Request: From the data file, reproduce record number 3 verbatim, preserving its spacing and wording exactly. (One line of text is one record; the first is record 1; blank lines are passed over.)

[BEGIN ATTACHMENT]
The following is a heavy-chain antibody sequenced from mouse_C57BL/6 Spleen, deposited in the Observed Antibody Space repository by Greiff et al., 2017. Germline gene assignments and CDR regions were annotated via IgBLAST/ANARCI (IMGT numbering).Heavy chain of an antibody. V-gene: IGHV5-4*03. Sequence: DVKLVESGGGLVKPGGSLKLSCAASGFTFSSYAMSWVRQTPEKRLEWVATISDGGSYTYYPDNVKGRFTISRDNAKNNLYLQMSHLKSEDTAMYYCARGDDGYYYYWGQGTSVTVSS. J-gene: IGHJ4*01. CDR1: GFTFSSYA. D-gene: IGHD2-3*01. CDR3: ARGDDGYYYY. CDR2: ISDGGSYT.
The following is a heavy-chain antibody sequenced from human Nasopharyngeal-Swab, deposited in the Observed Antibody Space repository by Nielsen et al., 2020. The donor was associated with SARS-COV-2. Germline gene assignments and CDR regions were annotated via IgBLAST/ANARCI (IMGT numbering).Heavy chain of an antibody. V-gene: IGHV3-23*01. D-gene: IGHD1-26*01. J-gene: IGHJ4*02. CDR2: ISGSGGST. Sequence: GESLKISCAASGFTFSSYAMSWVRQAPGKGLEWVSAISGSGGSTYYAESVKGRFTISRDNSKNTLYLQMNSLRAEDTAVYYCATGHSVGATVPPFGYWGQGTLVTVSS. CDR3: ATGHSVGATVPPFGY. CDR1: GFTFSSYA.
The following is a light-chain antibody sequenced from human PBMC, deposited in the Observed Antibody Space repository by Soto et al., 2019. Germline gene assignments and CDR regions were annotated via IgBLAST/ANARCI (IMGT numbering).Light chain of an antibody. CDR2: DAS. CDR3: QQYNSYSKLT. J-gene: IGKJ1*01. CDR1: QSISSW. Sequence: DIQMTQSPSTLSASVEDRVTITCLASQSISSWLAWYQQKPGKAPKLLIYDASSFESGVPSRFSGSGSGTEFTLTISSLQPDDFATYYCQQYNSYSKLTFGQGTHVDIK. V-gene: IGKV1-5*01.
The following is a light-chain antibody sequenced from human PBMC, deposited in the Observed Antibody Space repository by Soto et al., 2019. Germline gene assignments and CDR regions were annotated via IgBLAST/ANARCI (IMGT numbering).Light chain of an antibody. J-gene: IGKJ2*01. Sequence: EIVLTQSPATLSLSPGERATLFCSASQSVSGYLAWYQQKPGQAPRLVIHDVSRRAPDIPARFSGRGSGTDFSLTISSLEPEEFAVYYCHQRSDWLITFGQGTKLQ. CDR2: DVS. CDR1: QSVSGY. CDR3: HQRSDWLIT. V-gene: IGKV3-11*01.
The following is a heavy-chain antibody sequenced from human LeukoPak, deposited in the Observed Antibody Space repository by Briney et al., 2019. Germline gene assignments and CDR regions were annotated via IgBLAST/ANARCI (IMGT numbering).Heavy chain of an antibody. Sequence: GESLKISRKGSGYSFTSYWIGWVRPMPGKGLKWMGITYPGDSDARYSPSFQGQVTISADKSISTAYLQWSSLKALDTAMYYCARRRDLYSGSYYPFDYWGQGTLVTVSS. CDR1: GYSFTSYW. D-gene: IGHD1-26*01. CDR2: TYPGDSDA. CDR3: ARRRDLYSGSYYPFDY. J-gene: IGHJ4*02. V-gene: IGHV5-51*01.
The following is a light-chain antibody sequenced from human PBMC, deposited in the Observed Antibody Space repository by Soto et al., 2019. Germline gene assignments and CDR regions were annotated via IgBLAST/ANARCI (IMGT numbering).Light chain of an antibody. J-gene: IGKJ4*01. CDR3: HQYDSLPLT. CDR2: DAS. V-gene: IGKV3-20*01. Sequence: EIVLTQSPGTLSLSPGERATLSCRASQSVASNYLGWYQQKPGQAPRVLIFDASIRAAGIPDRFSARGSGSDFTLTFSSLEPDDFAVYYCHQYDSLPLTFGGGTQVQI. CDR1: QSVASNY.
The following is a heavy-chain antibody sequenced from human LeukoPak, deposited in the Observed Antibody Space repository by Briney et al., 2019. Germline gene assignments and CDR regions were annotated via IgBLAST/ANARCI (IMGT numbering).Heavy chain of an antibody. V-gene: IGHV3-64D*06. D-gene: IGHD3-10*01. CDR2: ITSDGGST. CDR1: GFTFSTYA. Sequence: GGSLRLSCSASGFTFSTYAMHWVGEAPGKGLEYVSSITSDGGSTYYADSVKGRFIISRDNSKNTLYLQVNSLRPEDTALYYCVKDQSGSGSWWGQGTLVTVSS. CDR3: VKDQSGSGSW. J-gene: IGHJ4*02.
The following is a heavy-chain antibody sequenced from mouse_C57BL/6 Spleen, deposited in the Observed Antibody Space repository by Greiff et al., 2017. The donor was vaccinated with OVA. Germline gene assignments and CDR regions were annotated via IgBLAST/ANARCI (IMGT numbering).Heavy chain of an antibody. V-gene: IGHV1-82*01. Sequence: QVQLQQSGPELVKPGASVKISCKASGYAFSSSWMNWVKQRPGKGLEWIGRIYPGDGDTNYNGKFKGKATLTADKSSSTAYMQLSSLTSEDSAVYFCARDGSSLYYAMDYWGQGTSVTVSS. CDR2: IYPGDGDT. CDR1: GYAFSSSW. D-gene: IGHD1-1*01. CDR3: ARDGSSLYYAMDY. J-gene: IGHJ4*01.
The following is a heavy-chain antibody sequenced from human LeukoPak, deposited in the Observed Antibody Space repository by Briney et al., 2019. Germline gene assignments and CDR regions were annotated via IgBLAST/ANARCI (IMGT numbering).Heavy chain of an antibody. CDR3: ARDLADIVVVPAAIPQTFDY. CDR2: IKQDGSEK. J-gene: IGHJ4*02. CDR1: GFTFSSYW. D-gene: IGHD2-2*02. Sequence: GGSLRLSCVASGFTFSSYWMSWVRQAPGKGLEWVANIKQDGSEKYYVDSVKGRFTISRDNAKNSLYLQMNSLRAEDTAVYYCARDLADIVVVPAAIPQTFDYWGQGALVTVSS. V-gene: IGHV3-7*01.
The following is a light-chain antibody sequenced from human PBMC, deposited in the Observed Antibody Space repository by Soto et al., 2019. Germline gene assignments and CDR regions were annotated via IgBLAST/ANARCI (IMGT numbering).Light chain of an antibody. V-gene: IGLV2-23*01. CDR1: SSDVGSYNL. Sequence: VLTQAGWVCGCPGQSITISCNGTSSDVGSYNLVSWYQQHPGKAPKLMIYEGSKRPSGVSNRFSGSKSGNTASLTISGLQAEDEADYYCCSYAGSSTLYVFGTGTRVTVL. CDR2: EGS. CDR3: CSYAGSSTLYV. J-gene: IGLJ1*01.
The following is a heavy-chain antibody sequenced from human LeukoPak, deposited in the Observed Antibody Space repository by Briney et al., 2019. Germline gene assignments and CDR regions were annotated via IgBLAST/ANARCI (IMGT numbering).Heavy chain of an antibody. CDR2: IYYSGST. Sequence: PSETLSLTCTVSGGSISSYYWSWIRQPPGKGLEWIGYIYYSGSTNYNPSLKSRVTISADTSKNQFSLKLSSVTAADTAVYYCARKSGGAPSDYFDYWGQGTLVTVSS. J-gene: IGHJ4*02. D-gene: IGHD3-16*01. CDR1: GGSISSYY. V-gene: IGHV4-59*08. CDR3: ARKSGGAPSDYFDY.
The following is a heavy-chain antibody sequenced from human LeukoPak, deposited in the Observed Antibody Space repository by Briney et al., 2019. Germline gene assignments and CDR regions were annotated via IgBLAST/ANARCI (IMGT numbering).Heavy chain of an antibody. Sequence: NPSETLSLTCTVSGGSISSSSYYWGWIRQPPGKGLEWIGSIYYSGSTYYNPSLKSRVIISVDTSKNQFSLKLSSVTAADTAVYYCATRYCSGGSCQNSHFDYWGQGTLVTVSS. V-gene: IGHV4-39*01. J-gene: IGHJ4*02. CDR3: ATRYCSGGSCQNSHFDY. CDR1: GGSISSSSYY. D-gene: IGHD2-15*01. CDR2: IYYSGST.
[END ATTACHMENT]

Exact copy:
The following is a light-chain antibody sequenced from human PBMC, deposited in the Observed Antibody Space repository by Soto et al., 2019. Germline gene assignments and CDR regions were annotated via IgBLAST/ANARCI (IMGT numbering).Light chain of an antibody. CDR2: DAS. CDR3: QQYNSYSKLT. J-gene: IGKJ1*01. CDR1: QSISSW. Sequence: DIQMTQSPSTLSASVEDRVTITCLASQSISSWLAWYQQKPGKAPKLLIYDASSFESGVPSRFSGSGSGTEFTLTISSLQPDDFATYYCQQYNSYSKLTFGQGTHVDIK. V-gene: IGKV1-5*01.